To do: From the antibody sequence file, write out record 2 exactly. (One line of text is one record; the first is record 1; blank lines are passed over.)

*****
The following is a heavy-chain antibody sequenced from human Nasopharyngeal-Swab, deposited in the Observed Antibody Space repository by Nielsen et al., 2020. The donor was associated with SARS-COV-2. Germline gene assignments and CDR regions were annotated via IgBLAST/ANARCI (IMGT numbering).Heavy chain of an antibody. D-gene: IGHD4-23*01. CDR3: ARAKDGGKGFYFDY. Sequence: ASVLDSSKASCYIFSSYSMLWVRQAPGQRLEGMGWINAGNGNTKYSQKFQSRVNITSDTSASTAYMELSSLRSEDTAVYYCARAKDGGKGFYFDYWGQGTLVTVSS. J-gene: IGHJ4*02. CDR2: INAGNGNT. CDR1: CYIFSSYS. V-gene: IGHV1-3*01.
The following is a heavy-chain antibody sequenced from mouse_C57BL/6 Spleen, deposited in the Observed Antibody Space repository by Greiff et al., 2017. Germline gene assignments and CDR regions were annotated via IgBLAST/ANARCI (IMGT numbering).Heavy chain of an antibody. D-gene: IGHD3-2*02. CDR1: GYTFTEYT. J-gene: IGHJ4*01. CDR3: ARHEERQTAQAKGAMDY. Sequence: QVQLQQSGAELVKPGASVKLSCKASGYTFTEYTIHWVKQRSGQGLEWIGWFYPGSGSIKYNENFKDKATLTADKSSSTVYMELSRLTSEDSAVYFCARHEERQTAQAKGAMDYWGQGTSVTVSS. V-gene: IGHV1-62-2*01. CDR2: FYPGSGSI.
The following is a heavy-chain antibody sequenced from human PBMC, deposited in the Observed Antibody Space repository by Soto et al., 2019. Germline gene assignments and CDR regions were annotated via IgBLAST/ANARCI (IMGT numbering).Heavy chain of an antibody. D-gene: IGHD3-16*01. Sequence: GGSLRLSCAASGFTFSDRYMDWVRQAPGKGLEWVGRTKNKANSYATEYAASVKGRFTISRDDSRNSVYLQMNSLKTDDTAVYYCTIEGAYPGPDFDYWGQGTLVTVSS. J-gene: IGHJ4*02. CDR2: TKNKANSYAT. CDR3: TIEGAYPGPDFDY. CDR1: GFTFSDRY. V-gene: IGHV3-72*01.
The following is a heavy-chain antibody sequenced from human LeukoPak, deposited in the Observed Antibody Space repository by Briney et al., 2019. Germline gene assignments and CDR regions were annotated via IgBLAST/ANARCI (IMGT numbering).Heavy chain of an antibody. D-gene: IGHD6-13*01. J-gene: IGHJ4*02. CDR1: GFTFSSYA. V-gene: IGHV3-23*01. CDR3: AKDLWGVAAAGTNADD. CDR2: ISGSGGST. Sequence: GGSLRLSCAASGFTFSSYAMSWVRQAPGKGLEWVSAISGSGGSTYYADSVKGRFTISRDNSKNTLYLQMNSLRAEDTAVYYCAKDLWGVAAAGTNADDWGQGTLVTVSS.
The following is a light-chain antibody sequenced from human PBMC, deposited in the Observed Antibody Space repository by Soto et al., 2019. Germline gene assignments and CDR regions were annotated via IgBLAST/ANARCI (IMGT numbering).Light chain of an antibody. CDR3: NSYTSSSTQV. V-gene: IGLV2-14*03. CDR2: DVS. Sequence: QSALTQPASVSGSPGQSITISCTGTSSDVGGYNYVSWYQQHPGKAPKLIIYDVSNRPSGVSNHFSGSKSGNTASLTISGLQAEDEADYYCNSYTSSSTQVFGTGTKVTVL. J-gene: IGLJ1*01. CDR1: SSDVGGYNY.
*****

The following is a heavy-chain antibody sequenced from mouse_C57BL/6 Spleen, deposited in the Observed Antibody Space repository by Greiff et al., 2017. Germline gene assignments and CDR regions were annotated via IgBLAST/ANARCI (IMGT numbering).Heavy chain of an antibody. D-gene: IGHD3-2*02. CDR1: GYTFTEYT. J-gene: IGHJ4*01. CDR3: ARHEERQTAQAKGAMDY. Sequence: QVQLQQSGAELVKPGASVKLSCKASGYTFTEYTIHWVKQRSGQGLEWIGWFYPGSGSIKYNENFKDKATLTADKSSSTVYMELSRLTSEDSAVYFCARHEERQTAQAKGAMDYWGQGTSVTVSS. V-gene: IGHV1-62-2*01. CDR2: FYPGSGSI.